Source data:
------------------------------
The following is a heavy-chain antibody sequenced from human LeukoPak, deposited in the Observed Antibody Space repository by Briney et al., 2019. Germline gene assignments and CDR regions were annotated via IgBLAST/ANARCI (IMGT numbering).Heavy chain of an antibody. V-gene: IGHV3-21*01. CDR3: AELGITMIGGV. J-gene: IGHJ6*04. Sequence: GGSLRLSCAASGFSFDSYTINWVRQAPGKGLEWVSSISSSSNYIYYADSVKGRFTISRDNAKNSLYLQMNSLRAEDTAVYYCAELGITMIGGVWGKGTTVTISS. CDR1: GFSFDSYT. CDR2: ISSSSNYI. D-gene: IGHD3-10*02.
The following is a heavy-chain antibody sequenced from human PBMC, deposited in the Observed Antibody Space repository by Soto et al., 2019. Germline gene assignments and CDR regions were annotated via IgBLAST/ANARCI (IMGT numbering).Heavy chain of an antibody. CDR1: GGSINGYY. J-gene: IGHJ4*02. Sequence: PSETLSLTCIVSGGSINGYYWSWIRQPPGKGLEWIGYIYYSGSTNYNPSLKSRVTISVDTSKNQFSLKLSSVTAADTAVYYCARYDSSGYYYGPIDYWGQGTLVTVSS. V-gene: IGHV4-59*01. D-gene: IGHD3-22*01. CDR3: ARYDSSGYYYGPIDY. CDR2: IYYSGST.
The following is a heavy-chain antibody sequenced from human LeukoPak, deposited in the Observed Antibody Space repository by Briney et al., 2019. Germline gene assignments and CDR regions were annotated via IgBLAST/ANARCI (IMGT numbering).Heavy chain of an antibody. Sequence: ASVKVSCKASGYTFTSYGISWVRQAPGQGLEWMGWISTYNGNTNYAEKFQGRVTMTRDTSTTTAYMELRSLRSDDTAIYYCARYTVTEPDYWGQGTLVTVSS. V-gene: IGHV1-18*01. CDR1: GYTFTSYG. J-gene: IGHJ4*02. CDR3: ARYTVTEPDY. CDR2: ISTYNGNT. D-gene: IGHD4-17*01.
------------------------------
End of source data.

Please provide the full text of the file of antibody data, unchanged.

The following is a heavy-chain antibody sequenced from human LeukoPak, deposited in the Observed Antibody Space repository by Briney et al., 2019. Germline gene assignments and CDR regions were annotated via IgBLAST/ANARCI (IMGT numbering).Heavy chain of an antibody. V-gene: IGHV3-21*01. CDR3: AELGITMIGGV. J-gene: IGHJ6*04. Sequence: GGSLRLSCAASGFSFDSYTINWVRQAPGKGLEWVSSISSSSNYIYYADSVKGRFTISRDNAKNSLYLQMNSLRAEDTAVYYCAELGITMIGGVWGKGTTVTISS. CDR1: GFSFDSYT. CDR2: ISSSSNYI. D-gene: IGHD3-10*02.
The following is a heavy-chain antibody sequenced from human PBMC, deposited in the Observed Antibody Space repository by Soto et al., 2019. Germline gene assignments and CDR regions were annotated via IgBLAST/ANARCI (IMGT numbering).Heavy chain of an antibody. CDR1: GGSINGYY. J-gene: IGHJ4*02. Sequence: PSETLSLTCIVSGGSINGYYWSWIRQPPGKGLEWIGYIYYSGSTNYNPSLKSRVTISVDTSKNQFSLKLSSVTAADTAVYYCARYDSSGYYYGPIDYWGQGTLVTVSS. V-gene: IGHV4-59*01. D-gene: IGHD3-22*01. CDR3: ARYDSSGYYYGPIDY. CDR2: IYYSGST.
The following is a heavy-chain antibody sequenced from human LeukoPak, deposited in the Observed Antibody Space repository by Briney et al., 2019. Germline gene assignments and CDR regions were annotated via IgBLAST/ANARCI (IMGT numbering).Heavy chain of an antibody. Sequence: ASVKVSCKASGYTFTSYGISWVRQAPGQGLEWMGWISTYNGNTNYAEKFQGRVTMTRDTSTTTAYMELRSLRSDDTAIYYCARYTVTEPDYWGQGTLVTVSS. V-gene: IGHV1-18*01. CDR1: GYTFTSYG. J-gene: IGHJ4*02. CDR3: ARYTVTEPDY. CDR2: ISTYNGNT. D-gene: IGHD4-17*01.